Elevated Carbon Dioxide

MB Kirkham, PhD

University Distinguished Professor
Crop Physiology | Soil Plant Water Relations

1108 Throckmorton PSC
1712 Claflin St
Manhattan, KS 66506

Ph: 785-532-0422

Email Dr. Kirkham

Curriculum Vitae (pdf)
Publications (pdf)

I started the soil-plant-water relations research as a graduate student and, as a student, I learned to apply the laws of physics to the work. Early experiments used Ohm's law to calculate hydraulic resistance of split-root plants grown under saline conditions. This work also showed the importance of monitoring water potential, measured using thermocouple psychrometers, a new technique at the time. Only by knowing the water potential can one ascertain the direction of movement of water in the soil-plant-atmosphere system. The split-root work was continued at universities of employment (University of Massachusetts, Oklahoma State University, and Kansas State University). Results showed the effect of soil matric potential on plant growth by splitting roots between soil and nutrient solution, the first such experiment done. The split-root work was explained theoretically in a paper published in 1983 in Plant and Soil. This work is cited now, because of the interest in hydraulic lift by roots. Hydraulic lift occurs when plant roots extract water from a moist subsoil and release it into a dry topsoil. The phenomenon also has been called "reverse flow," because the pathway of water is opposite to that of the normal "positive" flow of water from the soil to the roots.

Hydraulic lift is especially important in semi-arid regions like Kansas, because the water brought to the surface roots from the subsoil can allow survival of plants under dry conditions. Co-workers and I were able to document hydraulic lift by using small, new sensors, called dual-probe heat-pulse sensors, which can be placed in the soil to allow measurement of soil water content on a fine scale. The results were published in 2000 in the Australian Journal of Soil Research.

Using thermocouple psychrometry, I showed for the first time the gradient of water potential in tall and short (semi-dwarf) cultivars of winter wheat. The results were published in a paper published in 1978 in Crop Science. I also researched the drought physiology of wheat by developing a new approach. Previously, workers tried to identify drought-resistant cultivars by studying many different cultivars of unknown drought resistance. I reversed the process and took two cultivars of winter wheat—one known to be drought resistant and one known to be drought sensitive—and studied their physiology. The work with wheat was expanded to include drought-resistant and drought-sensitive cultivars of maize and sorghum. The research showed that drought-resistant cultivars are better able to extract water from drying soil and have a higher stomatal resistance (that is, their stomata are more closed) compared to drought-sensitive cultivars.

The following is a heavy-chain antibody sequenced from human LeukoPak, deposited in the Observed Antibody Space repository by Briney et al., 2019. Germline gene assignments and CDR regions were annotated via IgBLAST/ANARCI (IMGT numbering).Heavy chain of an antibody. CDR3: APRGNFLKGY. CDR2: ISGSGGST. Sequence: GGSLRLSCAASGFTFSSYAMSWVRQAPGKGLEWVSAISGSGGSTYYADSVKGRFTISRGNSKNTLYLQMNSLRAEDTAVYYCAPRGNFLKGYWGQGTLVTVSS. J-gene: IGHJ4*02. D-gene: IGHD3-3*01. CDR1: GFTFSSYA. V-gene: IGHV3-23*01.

My first meteorological work, which included measurements of the water status of plants, considered the effect of the strong prevailing winds in the Middle and Southern Great Plains on wheat growth. Plants in east-west rows yielded an average of 11% more grain than plants in north-south rows. The row-direction work led to a careful study of leaf orientation, because a major goal of agronomists is to develop methods of harvesting solar energy. The direct-beam-solar-radiation equation was considered theoretically in a paper published in 1986 in International Agrophysics, and then it was used to show that the more horizontal leaves of a drought-resistant wheat received a greater amount of radiation than the more erect leaves of a drought-sensitive one.